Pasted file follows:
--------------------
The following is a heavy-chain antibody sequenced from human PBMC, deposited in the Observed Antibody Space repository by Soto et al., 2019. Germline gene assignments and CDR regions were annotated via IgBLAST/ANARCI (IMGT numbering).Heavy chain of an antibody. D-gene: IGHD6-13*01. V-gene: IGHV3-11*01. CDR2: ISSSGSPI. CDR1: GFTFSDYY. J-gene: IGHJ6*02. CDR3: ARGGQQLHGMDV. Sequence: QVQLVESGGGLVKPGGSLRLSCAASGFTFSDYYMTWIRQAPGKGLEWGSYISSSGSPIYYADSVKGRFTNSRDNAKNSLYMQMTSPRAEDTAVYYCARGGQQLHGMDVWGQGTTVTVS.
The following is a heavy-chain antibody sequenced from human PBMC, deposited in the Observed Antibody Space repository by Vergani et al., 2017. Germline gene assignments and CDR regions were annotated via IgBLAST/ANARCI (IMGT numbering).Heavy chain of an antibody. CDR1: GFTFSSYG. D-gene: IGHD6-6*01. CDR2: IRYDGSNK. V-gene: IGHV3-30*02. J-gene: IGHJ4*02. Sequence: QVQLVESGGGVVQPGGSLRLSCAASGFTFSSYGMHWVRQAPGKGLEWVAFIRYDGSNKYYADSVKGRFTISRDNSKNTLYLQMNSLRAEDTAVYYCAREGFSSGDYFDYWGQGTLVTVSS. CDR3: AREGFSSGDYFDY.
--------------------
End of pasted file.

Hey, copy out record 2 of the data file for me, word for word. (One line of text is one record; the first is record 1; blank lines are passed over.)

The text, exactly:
The following is a heavy-chain antibody sequenced from human PBMC, deposited in the Observed Antibody Space repository by Vergani et al., 2017. Germline gene assignments and CDR regions were annotated via IgBLAST/ANARCI (IMGT numbering).Heavy chain of an antibody. CDR1: GFTFSSYG. D-gene: IGHD6-6*01. CDR2: IRYDGSNK. V-gene: IGHV3-30*02. J-gene: IGHJ4*02. Sequence: QVQLVESGGGVVQPGGSLRLSCAASGFTFSSYGMHWVRQAPGKGLEWVAFIRYDGSNKYYADSVKGRFTISRDNSKNTLYLQMNSLRAEDTAVYYCAREGFSSGDYFDYWGQGTLVTVSS. CDR3: AREGFSSGDYFDY.